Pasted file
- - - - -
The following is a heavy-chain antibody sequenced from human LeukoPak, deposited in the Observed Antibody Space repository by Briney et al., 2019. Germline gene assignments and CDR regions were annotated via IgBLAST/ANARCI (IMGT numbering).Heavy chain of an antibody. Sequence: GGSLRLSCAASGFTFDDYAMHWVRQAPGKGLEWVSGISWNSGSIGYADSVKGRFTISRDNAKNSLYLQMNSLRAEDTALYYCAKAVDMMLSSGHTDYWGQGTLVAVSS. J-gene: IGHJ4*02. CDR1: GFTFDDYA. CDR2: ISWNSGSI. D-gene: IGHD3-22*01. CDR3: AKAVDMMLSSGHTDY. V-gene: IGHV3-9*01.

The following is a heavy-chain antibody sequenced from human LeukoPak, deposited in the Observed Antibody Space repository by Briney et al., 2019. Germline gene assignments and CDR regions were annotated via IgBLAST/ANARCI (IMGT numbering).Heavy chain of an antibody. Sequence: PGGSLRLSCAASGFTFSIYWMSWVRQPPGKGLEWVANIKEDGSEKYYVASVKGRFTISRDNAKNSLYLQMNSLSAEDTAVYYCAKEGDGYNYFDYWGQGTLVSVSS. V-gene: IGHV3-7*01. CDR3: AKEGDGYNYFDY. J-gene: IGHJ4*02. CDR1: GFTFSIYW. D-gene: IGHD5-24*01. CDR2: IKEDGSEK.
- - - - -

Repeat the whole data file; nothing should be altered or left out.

The following is a heavy-chain antibody sequenced from human LeukoPak, deposited in the Observed Antibody Space repository by Briney et al., 2019. Germline gene assignments and CDR regions were annotated via IgBLAST/ANARCI (IMGT numbering).Heavy chain of an antibody. Sequence: GGSLRLSCAASGFTFDDYAMHWVRQAPGKGLEWVSGISWNSGSIGYADSVKGRFTISRDNAKNSLYLQMNSLRAEDTALYYCAKAVDMMLSSGHTDYWGQGTLVAVSS. J-gene: IGHJ4*02. CDR1: GFTFDDYA. CDR2: ISWNSGSI. D-gene: IGHD3-22*01. CDR3: AKAVDMMLSSGHTDY. V-gene: IGHV3-9*01.

The following is a heavy-chain antibody sequenced from human LeukoPak, deposited in the Observed Antibody Space repository by Briney et al., 2019. Germline gene assignments and CDR regions were annotated via IgBLAST/ANARCI (IMGT numbering).Heavy chain of an antibody. Sequence: PGGSLRLSCAASGFTFSIYWMSWVRQPPGKGLEWVANIKEDGSEKYYVASVKGRFTISRDNAKNSLYLQMNSLSAEDTAVYYCAKEGDGYNYFDYWGQGTLVSVSS. V-gene: IGHV3-7*01. CDR3: AKEGDGYNYFDY. J-gene: IGHJ4*02. CDR1: GFTFSIYW. D-gene: IGHD5-24*01. CDR2: IKEDGSEK.